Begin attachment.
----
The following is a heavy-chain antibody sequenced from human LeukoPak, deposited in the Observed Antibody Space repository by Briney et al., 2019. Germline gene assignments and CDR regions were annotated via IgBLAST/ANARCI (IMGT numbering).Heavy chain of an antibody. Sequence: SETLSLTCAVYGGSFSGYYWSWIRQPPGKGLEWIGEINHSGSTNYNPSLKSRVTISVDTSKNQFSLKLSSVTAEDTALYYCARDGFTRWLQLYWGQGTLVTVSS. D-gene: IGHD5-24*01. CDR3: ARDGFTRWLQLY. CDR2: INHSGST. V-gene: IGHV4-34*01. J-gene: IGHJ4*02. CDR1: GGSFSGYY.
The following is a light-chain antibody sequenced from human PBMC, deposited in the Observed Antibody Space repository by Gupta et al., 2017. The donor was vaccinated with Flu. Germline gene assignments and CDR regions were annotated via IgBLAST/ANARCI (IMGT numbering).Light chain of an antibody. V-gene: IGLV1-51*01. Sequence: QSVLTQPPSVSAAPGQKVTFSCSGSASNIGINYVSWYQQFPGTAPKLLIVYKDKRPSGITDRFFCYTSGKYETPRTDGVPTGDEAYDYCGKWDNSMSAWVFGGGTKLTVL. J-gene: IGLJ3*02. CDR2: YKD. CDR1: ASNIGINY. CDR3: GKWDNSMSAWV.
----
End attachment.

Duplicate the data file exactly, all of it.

The following is a heavy-chain antibody sequenced from human LeukoPak, deposited in the Observed Antibody Space repository by Briney et al., 2019. Germline gene assignments and CDR regions were annotated via IgBLAST/ANARCI (IMGT numbering).Heavy chain of an antibody. Sequence: SETLSLTCAVYGGSFSGYYWSWIRQPPGKGLEWIGEINHSGSTNYNPSLKSRVTISVDTSKNQFSLKLSSVTAEDTALYYCARDGFTRWLQLYWGQGTLVTVSS. D-gene: IGHD5-24*01. CDR3: ARDGFTRWLQLY. CDR2: INHSGST. V-gene: IGHV4-34*01. J-gene: IGHJ4*02. CDR1: GGSFSGYY.
The following is a light-chain antibody sequenced from human PBMC, deposited in the Observed Antibody Space repository by Gupta et al., 2017. The donor was vaccinated with Flu. Germline gene assignments and CDR regions were annotated via IgBLAST/ANARCI (IMGT numbering).Light chain of an antibody. V-gene: IGLV1-51*01. Sequence: QSVLTQPPSVSAAPGQKVTFSCSGSASNIGINYVSWYQQFPGTAPKLLIVYKDKRPSGITDRFFCYTSGKYETPRTDGVPTGDEAYDYCGKWDNSMSAWVFGGGTKLTVL. J-gene: IGLJ3*02. CDR2: YKD. CDR1: ASNIGINY. CDR3: GKWDNSMSAWV.